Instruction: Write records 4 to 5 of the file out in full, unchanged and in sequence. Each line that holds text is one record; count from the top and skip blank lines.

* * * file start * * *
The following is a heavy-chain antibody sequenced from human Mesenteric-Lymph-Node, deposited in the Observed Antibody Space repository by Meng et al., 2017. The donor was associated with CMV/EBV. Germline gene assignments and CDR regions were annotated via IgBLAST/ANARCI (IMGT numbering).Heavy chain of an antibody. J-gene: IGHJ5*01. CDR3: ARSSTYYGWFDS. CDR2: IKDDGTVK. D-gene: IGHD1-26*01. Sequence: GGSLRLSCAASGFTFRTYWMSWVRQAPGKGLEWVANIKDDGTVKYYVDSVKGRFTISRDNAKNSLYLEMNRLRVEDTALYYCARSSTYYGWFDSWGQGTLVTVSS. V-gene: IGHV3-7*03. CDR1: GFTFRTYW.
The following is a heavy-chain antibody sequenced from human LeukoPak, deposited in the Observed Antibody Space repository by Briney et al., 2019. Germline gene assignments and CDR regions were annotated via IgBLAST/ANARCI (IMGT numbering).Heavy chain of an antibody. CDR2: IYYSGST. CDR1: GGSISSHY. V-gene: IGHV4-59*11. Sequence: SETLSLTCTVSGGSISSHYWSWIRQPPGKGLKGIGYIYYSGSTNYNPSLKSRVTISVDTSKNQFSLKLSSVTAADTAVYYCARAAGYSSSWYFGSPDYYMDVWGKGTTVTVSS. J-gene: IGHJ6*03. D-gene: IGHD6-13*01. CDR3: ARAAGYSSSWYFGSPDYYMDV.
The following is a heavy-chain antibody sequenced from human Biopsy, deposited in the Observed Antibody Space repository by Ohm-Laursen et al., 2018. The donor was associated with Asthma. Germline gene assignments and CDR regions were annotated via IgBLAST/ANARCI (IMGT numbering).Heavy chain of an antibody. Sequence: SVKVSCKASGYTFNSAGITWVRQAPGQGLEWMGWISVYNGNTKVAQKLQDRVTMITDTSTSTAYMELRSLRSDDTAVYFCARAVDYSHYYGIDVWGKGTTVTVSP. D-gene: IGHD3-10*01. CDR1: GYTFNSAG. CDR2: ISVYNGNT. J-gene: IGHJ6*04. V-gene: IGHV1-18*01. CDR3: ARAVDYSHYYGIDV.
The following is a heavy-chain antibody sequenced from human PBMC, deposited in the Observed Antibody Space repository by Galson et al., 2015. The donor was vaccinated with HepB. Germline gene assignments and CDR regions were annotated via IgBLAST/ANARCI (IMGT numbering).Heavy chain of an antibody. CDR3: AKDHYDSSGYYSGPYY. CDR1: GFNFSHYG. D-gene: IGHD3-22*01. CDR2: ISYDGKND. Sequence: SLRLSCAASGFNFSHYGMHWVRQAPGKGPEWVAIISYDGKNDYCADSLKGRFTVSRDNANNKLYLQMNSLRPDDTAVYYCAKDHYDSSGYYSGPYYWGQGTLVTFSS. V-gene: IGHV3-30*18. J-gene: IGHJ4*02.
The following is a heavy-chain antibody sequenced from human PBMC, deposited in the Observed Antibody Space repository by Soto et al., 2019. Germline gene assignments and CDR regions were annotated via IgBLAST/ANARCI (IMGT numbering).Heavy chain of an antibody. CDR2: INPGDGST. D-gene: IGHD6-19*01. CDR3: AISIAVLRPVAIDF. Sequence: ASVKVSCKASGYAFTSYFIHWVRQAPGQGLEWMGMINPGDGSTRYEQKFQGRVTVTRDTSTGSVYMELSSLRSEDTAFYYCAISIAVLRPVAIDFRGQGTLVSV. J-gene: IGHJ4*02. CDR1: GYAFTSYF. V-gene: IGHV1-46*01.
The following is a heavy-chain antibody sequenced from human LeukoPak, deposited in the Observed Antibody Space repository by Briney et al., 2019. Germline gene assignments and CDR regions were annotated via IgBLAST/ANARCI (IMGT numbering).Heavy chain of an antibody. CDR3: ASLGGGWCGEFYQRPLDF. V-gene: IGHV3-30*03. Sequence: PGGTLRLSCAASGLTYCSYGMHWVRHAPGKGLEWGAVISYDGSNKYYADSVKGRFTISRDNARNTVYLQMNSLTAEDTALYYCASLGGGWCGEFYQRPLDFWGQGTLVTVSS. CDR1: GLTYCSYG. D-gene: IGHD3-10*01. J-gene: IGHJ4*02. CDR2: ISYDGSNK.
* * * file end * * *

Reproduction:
The following is a heavy-chain antibody sequenced from human PBMC, deposited in the Observed Antibody Space repository by Galson et al., 2015. The donor was vaccinated with HepB. Germline gene assignments and CDR regions were annotated via IgBLAST/ANARCI (IMGT numbering).Heavy chain of an antibody. CDR3: AKDHYDSSGYYSGPYY. CDR1: GFNFSHYG. D-gene: IGHD3-22*01. CDR2: ISYDGKND. Sequence: SLRLSCAASGFNFSHYGMHWVRQAPGKGPEWVAIISYDGKNDYCADSLKGRFTVSRDNANNKLYLQMNSLRPDDTAVYYCAKDHYDSSGYYSGPYYWGQGTLVTFSS. V-gene: IGHV3-30*18. J-gene: IGHJ4*02.
The following is a heavy-chain antibody sequenced from human PBMC, deposited in the Observed Antibody Space repository by Soto et al., 2019. Germline gene assignments and CDR regions were annotated via IgBLAST/ANARCI (IMGT numbering).Heavy chain of an antibody. CDR2: INPGDGST. D-gene: IGHD6-19*01. CDR3: AISIAVLRPVAIDF. Sequence: ASVKVSCKASGYAFTSYFIHWVRQAPGQGLEWMGMINPGDGSTRYEQKFQGRVTVTRDTSTGSVYMELSSLRSEDTAFYYCAISIAVLRPVAIDFRGQGTLVSV. J-gene: IGHJ4*02. CDR1: GYAFTSYF. V-gene: IGHV1-46*01.